Children playing on our streets and local playgrounds were once a mainstay of cities and towns, but children are playing outside less. One campaigner in Monmouth took action and has created a new play space in her community.


What's the story?

Three years ago, Rachel Jupp saw a sign informing her of an upgrade to her local playground in Monmouth. She was unimpressed. She thought the design was uninspiring and the location was far from ideal as it was near to a dual carriageway and behind a flood defence and it was difficult to get to without a car. The current site is also unsafe because it’s somewhere where drinking and drug-taking is common.

Rachel decided to start a campaign to change the location of the playground and make it somewhere for all families to enjoy.

What happened?

Rachel knew that something had to be done so she and some other parents formed a community group, Friends of Chippenham Mead. They decided to ask the council to move the playground to an open space in the centre of Monmouth, so that their children could play in a safe and healthy area – and so that parents could get there easily.

The group talked to parents, asked for the ideas of local children and took to Facebook to hear what other residents thought and to encourage debate. Friends of Chippenham Mead organised play-ins and a competition for children to design their ideal playground, while a petition received over 500 signatures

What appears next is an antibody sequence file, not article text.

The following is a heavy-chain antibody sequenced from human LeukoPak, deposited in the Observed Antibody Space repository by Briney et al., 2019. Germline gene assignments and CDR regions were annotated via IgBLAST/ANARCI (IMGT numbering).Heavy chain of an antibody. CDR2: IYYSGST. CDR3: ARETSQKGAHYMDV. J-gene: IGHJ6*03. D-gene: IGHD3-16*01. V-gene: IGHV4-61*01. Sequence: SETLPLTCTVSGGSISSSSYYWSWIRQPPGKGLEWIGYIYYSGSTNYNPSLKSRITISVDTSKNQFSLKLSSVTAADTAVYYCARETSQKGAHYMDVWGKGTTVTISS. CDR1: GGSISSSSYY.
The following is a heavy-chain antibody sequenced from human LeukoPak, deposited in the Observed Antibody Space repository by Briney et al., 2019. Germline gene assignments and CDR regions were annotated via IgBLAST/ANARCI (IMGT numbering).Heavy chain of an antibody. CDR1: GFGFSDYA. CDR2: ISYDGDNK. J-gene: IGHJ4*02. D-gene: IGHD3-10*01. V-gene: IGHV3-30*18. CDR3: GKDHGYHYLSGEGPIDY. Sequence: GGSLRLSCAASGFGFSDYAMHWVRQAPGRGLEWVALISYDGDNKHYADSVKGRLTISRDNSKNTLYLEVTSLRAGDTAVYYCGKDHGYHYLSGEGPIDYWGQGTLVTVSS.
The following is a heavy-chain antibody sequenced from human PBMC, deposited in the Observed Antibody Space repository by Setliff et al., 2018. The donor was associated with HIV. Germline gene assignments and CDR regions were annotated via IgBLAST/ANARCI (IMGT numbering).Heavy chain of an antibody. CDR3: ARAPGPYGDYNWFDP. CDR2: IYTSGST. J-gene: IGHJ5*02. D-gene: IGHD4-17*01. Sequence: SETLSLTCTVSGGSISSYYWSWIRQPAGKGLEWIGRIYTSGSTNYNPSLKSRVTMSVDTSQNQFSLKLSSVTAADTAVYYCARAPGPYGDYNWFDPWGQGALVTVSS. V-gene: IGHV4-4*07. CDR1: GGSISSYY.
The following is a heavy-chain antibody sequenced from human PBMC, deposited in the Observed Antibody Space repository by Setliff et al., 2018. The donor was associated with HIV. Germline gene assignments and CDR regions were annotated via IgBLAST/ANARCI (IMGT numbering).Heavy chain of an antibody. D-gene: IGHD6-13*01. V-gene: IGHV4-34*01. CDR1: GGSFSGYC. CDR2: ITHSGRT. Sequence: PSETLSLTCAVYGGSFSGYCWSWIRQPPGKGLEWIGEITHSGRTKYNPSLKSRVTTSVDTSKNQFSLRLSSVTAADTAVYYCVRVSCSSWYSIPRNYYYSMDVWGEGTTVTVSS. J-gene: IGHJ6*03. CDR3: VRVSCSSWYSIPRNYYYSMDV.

Rachel even became a local councillor so that she could action change and set up a local Living Streets Group in Monmouth.

If you think something can be better, I would encourage anyone to speak up and push for the change that you want to see

Rachel Jupp
Love lane play street

What's next?

The next step is to plan a consultation with schools in the area and get someone to facilitate the children’s ideas. Friends of Chippenham Mead are waiting to hear from Welsh Government and the local council to see if their proposal for a new site will be approved, but they continue to campaign.

A new playground in a different location will mean less noise and better air quality for the children playing there. It will also be more visible from the town centre, meaning that more people can visit.

Playing outside has many benefits for children’s physical and mental wellbeing. Government recommends that children should exercise for an hour a day, but 84% of girls and 79% of boys don’t do this. And 37% of children haven’t played outside by themselves in the past six months (You Gov/Wildlife Trusts), often because they do not have safe spaces to do this. Sixty per cent of children aged 4-11 never play out on their local street – which is up from 50 per cent a decade ago.

As well as championing a new playground, Rachel is working to improve local walking and cycling infrastructure and create better routes to school, shops, work and play.

What you can do

Talk to your community – your neighbours, other parents and their children – and get the local school involved.

Be patient, but persistent. Planning applications can take a long time, but keep talking to your local council.

Speak up. Ask your local council if improvements to local play areas can be made.

Get involved in the democratic process; you never know how much of a difference you could make.